But what does Pussy Riot actually sound like? In my opinion, they sound like one of the worst sounding bands in the history of bad sounding bands. Even for Riot Grrrl, they sound terrible. But even calling them a band is a bit of a stretch – performance artists, certainly; but a musical band, no. Louna, on the other hand, are brilliant musicians and they make excellent music. Louna didn’t need the “help” of the Russian Orthodox Church to become famous, they became famous on the merits of their music. This is because Pussy Riot‘s priorities are political protest, while Louna‘s are musical. Louna still get their message across; they’re still just as pissed off with all the subversive power-hungry politics and greed in the world, the totalitarian-like control of information, political correctness, and they still “blaspheme” (against other religions too, including the religion that claims to be peaceful and then threatens to kill you if you don’t agree, while ironically accusing YOU of having some kind of “phobia” – I’m sure you know which one I’m talking about: hint – “child-wife for the prophet’s joy”). Louna tell it how it is! And they still get into trouble with the status quo even without protesting in a church; as they recently found out when the episode of a MTV documentary on protest music, “Rebel Music”, featuring Louna was pulled at the last minute citing “pressure placed on MTV from “unknown sources””. Someone is rather afraid of what Louna has to say too, it seems.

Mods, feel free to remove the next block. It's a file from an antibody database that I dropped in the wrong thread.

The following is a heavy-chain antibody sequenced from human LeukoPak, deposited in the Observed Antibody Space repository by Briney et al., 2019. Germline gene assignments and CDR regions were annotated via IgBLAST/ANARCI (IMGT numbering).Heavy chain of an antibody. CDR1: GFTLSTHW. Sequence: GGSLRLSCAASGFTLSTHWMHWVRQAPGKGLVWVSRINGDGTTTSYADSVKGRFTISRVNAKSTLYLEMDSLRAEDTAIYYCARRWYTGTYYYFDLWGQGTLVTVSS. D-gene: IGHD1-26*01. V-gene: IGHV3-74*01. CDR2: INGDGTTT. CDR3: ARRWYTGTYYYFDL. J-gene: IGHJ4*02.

“Behind a Mask” is Louna’s first English album, but it is really a compilation of English versions of the best songs off “Сделай Громче!” (“Turn It Up!”) and “Время X” (“Time X”). The English versions work perfectly, and Lou misses absolutely nothing in her vocal delivery – she might as well be singing in her first language. It is Lou‘s potent vocals combined with the song writing skills that drive this band; and it is a combination that works relentlessly throughout the album, most prominently for me on the highlights: “System Destroys”; “Business”; “Up There”; and “The End of Peace”. Lyrically, as a protest band the lyrics are fairly subtle – not as in-your-face as many other acts of this kind – but the message is present; and that in turn makes Louna far more accessible, whether intentionally or not. There is also another side to Louna‘s lyrics: a side that presents itself in an almost nostalgic kind of way on topics around what the band does; i.e. play heavy Rock Music (such as the tracks “My Rock n Roll”; “Lets Get Louder”; and to a much lesser degree but still present, “Mama”). Personally, as you may have already noticed, I much prefer the this-is-the-state-of-things-told-how-it-is side to Louna over the here-is-what-we-play-in-case-you-hadn’t-noticed side of them.

When everything is put together, Louna‘s “Behind a Mask” is a unique and very potent package, and I would strongly recommend getting this as well as their Russian albums (there’s a new one out right now, called “Мы – это Louna”). I hope they do make some more English albums, because Louna’s music does work well in English, without loosing anything, and it will get their message to more people across the globe – “we are Louna and this is what we stand for”.

Rating – 90/100

 

Tracklist

  1. System Destroys
  2. Fight Club
  3. Business
  4. My Rock n Roll
  5. Let’s Get Louder
  6. Up There
  7. The End of Peace
  8. Storming Heaven
  9. Mama
  10. Inside

 

Line Up

  • Lou Gevorkian – Vocals
  • Sergey Ponkratiev – Guitars
  • Rouben Kazariyan – Guitars
  • Vitaly Demidenko – Bass
  • Leonid Kinzbursky – Drums